Iris: A Brief History
Published: June 4, 2014
According to Greek mythology, when the gods wanted to communicate with mortals on earth they sent a messenger. The messenger was a goddess who, with golden wings, traveled to earth on a rainbow. Legend has it that wherever this goddess set foot on earth, colorful flowers sprung up. The goddess in question was Iris, and the flowers that were said to grow where she set foot bear her name.
In spite of the fallacious nature of the above, the fact is in the Greek language the word “iris” means rainbow. And, indeed, the flower bearing iris as a name can be found in nearly every color of the rainbow.
The genus Iris is a member of the Iridaceae family and contains nearly 300 species. Most species of iris (also is its common name) are perennial plants growing on creeping rhizomes and producing showy flowers. Additionally, there are numerous inter-specific iris hybrids which adds to the complexity iris taxonomy.
The use of iris as a garden plant dates back to 1469 B.C. and King Thutmose III of Egypt. Apparently, the king was an avid gardener and coveted plants the way many at the time coveted gold. When Egypt conquered Syria, the king found irises growing in abundance and introduced them to his gardens. Iris soon became very popular and was regarded by Egyptians to symbolize both the essence and renewal of life. The three petals of the flower were thought to stand for faith, wisdom and valor. Its rhizomes were used for medical purposes and for the manufacture of perfumes and incense used in religious ceremonies.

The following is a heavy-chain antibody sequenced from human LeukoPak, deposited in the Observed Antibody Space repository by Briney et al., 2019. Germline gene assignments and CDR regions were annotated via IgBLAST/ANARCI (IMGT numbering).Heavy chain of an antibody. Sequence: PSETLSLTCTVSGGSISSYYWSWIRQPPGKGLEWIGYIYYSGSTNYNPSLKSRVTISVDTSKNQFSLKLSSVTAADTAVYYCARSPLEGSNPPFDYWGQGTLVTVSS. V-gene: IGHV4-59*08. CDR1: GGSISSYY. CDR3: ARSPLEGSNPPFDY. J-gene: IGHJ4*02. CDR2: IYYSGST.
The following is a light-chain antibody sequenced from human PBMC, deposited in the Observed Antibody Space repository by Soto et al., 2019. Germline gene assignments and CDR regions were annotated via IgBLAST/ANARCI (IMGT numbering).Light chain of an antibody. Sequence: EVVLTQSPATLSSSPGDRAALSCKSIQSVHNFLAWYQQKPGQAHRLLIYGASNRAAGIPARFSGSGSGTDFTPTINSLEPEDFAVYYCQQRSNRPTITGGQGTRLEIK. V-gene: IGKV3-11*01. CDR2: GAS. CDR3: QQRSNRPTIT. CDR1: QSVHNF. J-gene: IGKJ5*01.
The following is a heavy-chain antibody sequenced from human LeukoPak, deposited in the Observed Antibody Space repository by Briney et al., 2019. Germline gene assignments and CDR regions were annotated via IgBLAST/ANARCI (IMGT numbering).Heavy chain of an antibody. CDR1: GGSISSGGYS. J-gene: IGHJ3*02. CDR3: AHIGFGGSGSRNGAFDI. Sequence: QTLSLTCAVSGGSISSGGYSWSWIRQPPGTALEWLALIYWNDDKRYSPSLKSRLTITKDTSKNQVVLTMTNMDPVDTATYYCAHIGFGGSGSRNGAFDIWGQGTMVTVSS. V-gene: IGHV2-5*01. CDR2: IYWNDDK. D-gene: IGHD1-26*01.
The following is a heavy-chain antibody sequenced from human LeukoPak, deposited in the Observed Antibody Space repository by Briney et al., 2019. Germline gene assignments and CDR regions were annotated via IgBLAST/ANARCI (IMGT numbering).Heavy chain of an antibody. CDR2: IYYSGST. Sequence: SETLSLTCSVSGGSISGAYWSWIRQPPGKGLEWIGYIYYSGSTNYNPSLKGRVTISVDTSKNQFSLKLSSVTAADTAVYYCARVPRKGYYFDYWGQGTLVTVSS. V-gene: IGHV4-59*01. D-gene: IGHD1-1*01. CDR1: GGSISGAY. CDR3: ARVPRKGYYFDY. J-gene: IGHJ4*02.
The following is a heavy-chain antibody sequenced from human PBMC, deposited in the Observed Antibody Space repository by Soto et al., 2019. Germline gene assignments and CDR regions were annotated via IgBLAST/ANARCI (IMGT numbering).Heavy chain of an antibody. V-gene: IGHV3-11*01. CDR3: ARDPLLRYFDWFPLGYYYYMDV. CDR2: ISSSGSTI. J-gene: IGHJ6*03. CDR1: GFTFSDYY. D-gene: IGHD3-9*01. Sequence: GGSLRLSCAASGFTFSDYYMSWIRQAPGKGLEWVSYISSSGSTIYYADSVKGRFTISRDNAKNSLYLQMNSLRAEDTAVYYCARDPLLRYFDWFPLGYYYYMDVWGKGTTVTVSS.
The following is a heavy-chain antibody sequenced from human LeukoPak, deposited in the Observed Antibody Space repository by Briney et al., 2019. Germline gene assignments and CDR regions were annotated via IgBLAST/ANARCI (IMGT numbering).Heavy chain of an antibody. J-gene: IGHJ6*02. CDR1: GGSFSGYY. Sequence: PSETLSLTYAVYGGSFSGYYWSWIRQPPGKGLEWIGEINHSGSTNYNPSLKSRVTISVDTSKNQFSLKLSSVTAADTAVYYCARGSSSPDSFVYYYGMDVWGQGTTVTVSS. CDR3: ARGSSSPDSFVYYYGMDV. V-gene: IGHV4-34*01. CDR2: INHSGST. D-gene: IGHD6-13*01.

Iris is a monocot whose flowers are in parts of three. Its three sepals droop downward and are referred to as “falls”, while its three petals are exerted more upright and are known as “standards”. The shape of the iris flower was the inspiration for the “fleur-de-lis” emblem. In the Christian world, the fleur-de-lis came to be particularly associated with the Virgin Mary and purity. It was adapted by the powerful ruler Frankish King Clovis I in 500 A.D., following his conversion to Christianity. Throughout the ages, this emblem was widely used in heraldry and still can be seen today in architecture and other venues where symbolism is common. For example, the Boy Scouts symbol has the fleur-de-lis as its basis.
Irises made their way to New World as European settlers arrived. Early records indicate irises were planted in Virginia in the 1600s. The first great American iris enthusiast was Michael Foster (1836-1907). Foster was a physician and professor of human physiology who (somehow) found time to garden. He was succeeded by a young protégé of his by the name of William R. Dykes (1877-1925) who greatly advanced the study of iris taxonomy. The culmination of his work resulted in his 1913 publication The Genus Iris. In honor of the contribution made by Dykes, the top award that can be given to an iris bears his name: The Dykes Medal.
The most popular garden iris today is the German or bearded iris (Iris germanica). The common name is derived from the thick, bushy “beards” that appear on each of the falls of the flower. This species has been so widely hybridized that many cultivars are no longer morphologically typical of the original German iris. Thus, Iris ‘Bearded Hybrids’ often is listed today as its scientific name.
The American Iris Society recognizes six different classes of bearded iris, based mainly on plant size and flower morphology. The tall bearded class probably is the most popular and widely planted of the group. By careful selection of bearded irises, one can enjoy a remarkable range of colors and a bloom season extending for months. Some bearded irises blooming again in the summer or fall and are classified as “rebloomers”.